The following three courses were very good but didn’t hit the standard of those which had come before.

A meaty mullet fillet, panfried with a slice of bread on top, was served with sweet grelot onions, oyster leaves and a blob of duck liver puree. However, the bread only served to make the dish a bit dry.

A perfectly pink pigeon breast, a slightly anaemic breadcrumbed leg and a brown meat lollipop were accompanied by sweet apple puree, a charred roast apple slice, wilted greens, chickpeas and a fragrant chamomile sauce. 

The highlight of the dish was a pot of offal rich pigeon puree topped with mashed potato and an uber-thin pastry dome – I’d have been happy with just a huge pot of this comfort food.

Segueing between sweet and savoury was a sort of delicious, sort of weird pousse café. Warm sweet maple syrup was topped with pasteurised egg yolk, a boozy bourbon foam and a scattering of chive.

A mix-up with the serving team meant that our two desserts were brought out of order. However, a pair of complimentary glasses of champagne more than made up for it.

First up was a chocolate dome nestling all kinds of goodies – chewy caramel, crisp chocolate crumble, jelly and mascarpone. A hot coffee sauce melted the dome in order to reveal its contents whilst a scoop of silky smooth almond ice cream balanced the richness of the dish.

Finally, fragrantly citric kumquat slices were joined by tamarind sorbet, carrot cubes and cardamom jus. A pretty piece of sugar work perched atop the dish.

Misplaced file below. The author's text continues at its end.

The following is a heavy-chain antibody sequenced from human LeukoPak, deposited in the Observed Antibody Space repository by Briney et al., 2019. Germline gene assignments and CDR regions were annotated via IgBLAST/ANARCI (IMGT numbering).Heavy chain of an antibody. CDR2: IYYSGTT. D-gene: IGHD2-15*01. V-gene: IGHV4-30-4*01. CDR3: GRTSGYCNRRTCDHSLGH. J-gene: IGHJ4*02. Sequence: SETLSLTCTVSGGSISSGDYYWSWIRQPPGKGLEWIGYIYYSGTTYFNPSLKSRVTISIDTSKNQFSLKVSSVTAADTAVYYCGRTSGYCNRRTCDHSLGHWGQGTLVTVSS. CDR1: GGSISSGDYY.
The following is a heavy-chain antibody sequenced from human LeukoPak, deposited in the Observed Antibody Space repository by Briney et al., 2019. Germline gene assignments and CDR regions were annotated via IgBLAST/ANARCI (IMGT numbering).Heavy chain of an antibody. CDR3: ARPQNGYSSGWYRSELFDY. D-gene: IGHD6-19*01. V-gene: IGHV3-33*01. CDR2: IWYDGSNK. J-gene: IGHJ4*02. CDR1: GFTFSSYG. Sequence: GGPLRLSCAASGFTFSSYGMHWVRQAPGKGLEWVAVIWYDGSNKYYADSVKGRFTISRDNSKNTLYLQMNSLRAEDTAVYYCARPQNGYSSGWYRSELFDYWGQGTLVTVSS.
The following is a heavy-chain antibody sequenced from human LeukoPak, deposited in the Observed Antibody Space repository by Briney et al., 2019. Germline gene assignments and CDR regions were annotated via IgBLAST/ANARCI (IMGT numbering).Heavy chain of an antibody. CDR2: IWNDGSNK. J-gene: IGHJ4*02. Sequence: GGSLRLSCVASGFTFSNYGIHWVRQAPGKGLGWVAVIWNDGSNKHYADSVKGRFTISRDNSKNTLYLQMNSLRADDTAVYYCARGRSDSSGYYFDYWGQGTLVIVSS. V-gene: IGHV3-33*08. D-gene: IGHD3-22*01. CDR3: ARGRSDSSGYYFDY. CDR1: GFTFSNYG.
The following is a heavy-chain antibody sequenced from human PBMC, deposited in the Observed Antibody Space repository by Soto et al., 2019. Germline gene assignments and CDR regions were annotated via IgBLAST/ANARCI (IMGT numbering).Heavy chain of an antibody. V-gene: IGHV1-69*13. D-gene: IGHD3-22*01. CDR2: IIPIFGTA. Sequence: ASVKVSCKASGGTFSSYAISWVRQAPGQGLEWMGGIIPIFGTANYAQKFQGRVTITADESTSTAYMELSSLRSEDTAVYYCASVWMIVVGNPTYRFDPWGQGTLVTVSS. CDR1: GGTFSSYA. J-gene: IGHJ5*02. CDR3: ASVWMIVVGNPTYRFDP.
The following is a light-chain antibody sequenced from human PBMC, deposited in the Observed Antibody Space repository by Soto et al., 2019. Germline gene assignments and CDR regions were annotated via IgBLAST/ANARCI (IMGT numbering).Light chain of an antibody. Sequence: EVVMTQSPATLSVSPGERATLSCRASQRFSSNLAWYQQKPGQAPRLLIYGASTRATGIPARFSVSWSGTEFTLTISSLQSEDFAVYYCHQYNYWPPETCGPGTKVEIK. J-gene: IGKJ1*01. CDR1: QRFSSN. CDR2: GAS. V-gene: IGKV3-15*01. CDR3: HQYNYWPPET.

Peppermint tea was summoned to settle the stomach and a swan song arrived in the form of warm beignets served with a pair of dips – stonking salted caramel and crème anglais with a whack of calvados.

Our meal at Midsummer House was superb - a clutch of show stopping dishes were accompanied by perfectly paced and friendly service.

The Details:

Address - Midsummer House, Midsummer Common, Cambridge CB4 1HA
Telephone - 01223 369299

Saturday, 20 June 2015

Bar 44 Cardiff, Spanish bar & restaurant review

I doubt there’ll be a better restaurant to open in Cardiff City Centre in 2015 than Bar 44 Cardiff.

In fact, I doubt there’s a better restaurant in Cardiff City Centre full stop.

Whilst eating out in the the suburbs of Pontcanna, Canton, Cathays and Roath has improved immeasurably in the last couple of years, the number of decent independent restaurants in the middle of the city can still be counted on one hand.

The arrival of Bar 44 Cardiff, a sibling to the award-winning Spanish restaurants in Cowbridge and Penarth, means I now have a go to restaurant in the city for all occasions: